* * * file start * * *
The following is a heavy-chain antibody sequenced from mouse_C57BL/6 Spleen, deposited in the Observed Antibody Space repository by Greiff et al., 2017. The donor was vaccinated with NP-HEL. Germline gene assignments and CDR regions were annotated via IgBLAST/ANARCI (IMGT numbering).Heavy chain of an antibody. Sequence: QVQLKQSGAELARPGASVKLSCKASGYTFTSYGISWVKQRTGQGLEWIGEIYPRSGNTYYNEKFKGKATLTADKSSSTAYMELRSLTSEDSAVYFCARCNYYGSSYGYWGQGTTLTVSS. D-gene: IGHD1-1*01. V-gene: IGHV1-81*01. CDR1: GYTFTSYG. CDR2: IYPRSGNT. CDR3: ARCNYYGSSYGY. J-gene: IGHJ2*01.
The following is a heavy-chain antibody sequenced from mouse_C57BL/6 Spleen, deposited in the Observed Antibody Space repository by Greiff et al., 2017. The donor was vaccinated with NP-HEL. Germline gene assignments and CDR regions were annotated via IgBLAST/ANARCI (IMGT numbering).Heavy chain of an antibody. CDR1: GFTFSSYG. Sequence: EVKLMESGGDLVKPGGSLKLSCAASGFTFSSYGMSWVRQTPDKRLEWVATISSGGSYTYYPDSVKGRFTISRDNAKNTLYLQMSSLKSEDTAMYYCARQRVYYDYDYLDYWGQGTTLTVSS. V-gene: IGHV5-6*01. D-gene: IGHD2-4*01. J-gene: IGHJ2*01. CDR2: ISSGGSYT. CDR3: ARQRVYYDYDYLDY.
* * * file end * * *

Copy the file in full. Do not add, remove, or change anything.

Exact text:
The following is a heavy-chain antibody sequenced from mouse_C57BL/6 Spleen, deposited in the Observed Antibody Space repository by Greiff et al., 2017. The donor was vaccinated with NP-HEL. Germline gene assignments and CDR regions were annotated via IgBLAST/ANARCI (IMGT numbering).Heavy chain of an antibody. Sequence: QVQLKQSGAELARPGASVKLSCKASGYTFTSYGISWVKQRTGQGLEWIGEIYPRSGNTYYNEKFKGKATLTADKSSSTAYMELRSLTSEDSAVYFCARCNYYGSSYGYWGQGTTLTVSS. D-gene: IGHD1-1*01. V-gene: IGHV1-81*01. CDR1: GYTFTSYG. CDR2: IYPRSGNT. CDR3: ARCNYYGSSYGY. J-gene: IGHJ2*01.
The following is a heavy-chain antibody sequenced from mouse_C57BL/6 Spleen, deposited in the Observed Antibody Space repository by Greiff et al., 2017. The donor was vaccinated with NP-HEL. Germline gene assignments and CDR regions were annotated via IgBLAST/ANARCI (IMGT numbering).Heavy chain of an antibody. CDR1: GFTFSSYG. Sequence: EVKLMESGGDLVKPGGSLKLSCAASGFTFSSYGMSWVRQTPDKRLEWVATISSGGSYTYYPDSVKGRFTISRDNAKNTLYLQMSSLKSEDTAMYYCARQRVYYDYDYLDYWGQGTTLTVSS. V-gene: IGHV5-6*01. D-gene: IGHD2-4*01. J-gene: IGHJ2*01. CDR2: ISSGGSYT. CDR3: ARQRVYYDYDYLDY.